We were discussing our next school event and the inadvertent commotion it has caused. In May, we’re planning a “prom” as our school wide occasion. It was requested by one of our fabulous 5th graders last year, and has just been in the books since then. The “planning” books…it hasn’t been officially announced to students or parents yet.
There have been several concerns, which we were going over at lunch and my two table mates were going back and forth over the pros and cons. Regardless of what one said, the other had a brilliant counter point. Sitting there listening, it was clearly going to be another situation in life where I wasn’t going to win.
If we just canceled the event…people were going be upset. If we held it, renamed it, re-themed it…people were going to be upset. One lunch mate commented that she was glad she wasn’t ever in my position because it just went against her nature for people to not like her, where as I clearly made decisions that albeit unintentionally, divided people.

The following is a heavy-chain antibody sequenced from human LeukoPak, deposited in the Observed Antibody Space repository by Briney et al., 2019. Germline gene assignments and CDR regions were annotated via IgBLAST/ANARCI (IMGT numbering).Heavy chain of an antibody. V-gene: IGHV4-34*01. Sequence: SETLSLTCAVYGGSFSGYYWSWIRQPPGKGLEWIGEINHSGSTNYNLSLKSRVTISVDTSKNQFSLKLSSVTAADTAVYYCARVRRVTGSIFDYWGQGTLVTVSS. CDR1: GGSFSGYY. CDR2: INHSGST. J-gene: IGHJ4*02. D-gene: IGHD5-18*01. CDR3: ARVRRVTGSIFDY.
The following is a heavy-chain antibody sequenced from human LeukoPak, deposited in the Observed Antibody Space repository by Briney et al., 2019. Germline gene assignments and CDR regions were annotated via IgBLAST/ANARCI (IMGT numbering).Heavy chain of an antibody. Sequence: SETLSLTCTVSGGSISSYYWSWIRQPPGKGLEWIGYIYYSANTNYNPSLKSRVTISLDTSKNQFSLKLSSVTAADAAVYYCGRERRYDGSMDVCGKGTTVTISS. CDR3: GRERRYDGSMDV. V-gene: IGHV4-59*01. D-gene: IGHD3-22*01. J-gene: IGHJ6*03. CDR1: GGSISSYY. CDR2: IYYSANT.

Now that I’ve been in this role, I have such empathy for people who have to make hard decisions. (Obviously, the prom isn’t a life impacting decision, but still…you know what I mean.) I look at Obama, or CEO’s, or superintendents and think about what tough decisions they have to make…and those ARE life impacting decisions. They have to stay true to themself and really look out for the greater good. In my lil’ol chair, it can still be tough. You come back to the concept of leader likeability and there’s a great quote that comes to mind.
As long as the decisions I make are made in the best interest of our Lions, I can handle the naysayers. (Some days better than others, :)) I’ve definitely learned that there are times where I don’t get to share my side or have my say and that just comes with the territory. Being a leader isn’t about being liked, it’s about doing what we have to do. Life isn’t always pretty and if we want to have a successful school, sometimes tough actions need to be taken.